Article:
DDR, especially in its home console versions, has a lot going for it as a workout device. It’s cheap, storable, and playable (indoors) regardless of the weather. It can be used solo, or with others – even online. But DDR’s biggest advantages are psychological. Mentally taxed by following the stepping instructions, the beat of the music, and the feel of the dance pad, a player is thoroughly distracted into completing whatever outrageously exhausting routine they may have signed up for in selecting a song at a given difficulty level. The game scores and cheerfully comments on each performance in real-time, pushing players on to ever higher scoring combos. After songs, players are scored and graded in ways that let them compare themselves to others or their own prior performances.

But DDR is by no means a total workout solution, and has plenty of disadvantages. Most obviously, the upper body is little-used. And, like any song or video game played solo long enough, it must ultimately become boring. More games are needed, as are more ways for these games to trick their players into gladly working themselves into a fitness frenzy. More competitive games are needed that can accommodate small or large teams of evenly matched player-athletes; more cooperative games are needed that let players work and workout together to pound zombies, terrorists, or tetrads.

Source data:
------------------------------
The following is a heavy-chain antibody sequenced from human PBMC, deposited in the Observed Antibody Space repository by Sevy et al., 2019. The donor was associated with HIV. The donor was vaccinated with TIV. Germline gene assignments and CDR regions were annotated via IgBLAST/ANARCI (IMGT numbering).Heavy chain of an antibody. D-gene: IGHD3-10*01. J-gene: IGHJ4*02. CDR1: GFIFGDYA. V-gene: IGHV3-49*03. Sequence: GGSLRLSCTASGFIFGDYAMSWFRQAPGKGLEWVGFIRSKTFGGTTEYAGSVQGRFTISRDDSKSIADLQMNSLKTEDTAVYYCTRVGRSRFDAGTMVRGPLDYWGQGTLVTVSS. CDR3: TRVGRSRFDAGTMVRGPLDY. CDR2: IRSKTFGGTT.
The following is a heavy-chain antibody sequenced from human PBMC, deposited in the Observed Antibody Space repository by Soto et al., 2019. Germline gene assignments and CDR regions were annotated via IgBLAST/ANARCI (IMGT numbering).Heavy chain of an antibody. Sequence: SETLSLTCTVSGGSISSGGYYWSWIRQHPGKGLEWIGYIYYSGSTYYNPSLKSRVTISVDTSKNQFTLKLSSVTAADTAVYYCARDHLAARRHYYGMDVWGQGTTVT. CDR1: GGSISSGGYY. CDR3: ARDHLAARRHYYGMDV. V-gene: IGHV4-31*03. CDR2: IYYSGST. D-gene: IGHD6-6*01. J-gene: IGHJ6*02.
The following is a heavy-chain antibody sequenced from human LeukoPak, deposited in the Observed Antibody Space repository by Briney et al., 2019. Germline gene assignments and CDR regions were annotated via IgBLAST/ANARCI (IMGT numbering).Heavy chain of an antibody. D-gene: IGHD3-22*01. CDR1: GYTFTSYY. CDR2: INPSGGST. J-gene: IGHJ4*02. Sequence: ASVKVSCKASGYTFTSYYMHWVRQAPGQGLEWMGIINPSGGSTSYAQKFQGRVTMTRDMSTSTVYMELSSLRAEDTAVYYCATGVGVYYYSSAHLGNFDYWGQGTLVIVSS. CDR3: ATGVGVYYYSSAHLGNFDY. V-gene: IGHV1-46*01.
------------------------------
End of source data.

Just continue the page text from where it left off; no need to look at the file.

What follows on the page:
I eagerly await a game that affordably and creatively brings full-body aerobic and resistance training into my living room. I suspect I will be waiting a long time. But imagine the possibilities! I want a game where dueling battlemechs charge shields with aerobic exertion while wielding heavy weapons through brute strength. I want a fantasy game where random encounters make me sweat and defeating the boss leaves me sore the next day.

I want the carrots dangling before this sweaty flesh-bag of mine to be rendered in anti-aliased high resolution, with lightning fast frame rates and no less than 64-bit color depth. Is that too much to ask?

Necessary though it may be, I, like most humans, don’t like to exercise. But I do like to play. And I love to win.

Show me a gamer, and I’ll show you an athlete.

We can build him. We have the technology.